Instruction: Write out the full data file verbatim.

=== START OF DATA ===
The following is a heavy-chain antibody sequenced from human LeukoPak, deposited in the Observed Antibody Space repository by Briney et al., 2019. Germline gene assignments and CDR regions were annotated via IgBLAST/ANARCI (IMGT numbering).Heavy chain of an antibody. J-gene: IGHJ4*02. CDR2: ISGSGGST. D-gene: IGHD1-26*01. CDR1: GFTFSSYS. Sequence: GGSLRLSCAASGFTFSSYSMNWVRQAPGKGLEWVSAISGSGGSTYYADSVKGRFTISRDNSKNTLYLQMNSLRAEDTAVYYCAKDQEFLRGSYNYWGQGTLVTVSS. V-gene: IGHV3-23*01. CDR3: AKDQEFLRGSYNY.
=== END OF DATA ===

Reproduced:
The following is a heavy-chain antibody sequenced from human LeukoPak, deposited in the Observed Antibody Space repository by Briney et al., 2019. Germline gene assignments and CDR regions were annotated via IgBLAST/ANARCI (IMGT numbering).Heavy chain of an antibody. J-gene: IGHJ4*02. CDR2: ISGSGGST. D-gene: IGHD1-26*01. CDR1: GFTFSSYS. Sequence: GGSLRLSCAASGFTFSSYSMNWVRQAPGKGLEWVSAISGSGGSTYYADSVKGRFTISRDNSKNTLYLQMNSLRAEDTAVYYCAKDQEFLRGSYNYWGQGTLVTVSS. V-gene: IGHV3-23*01. CDR3: AKDQEFLRGSYNY.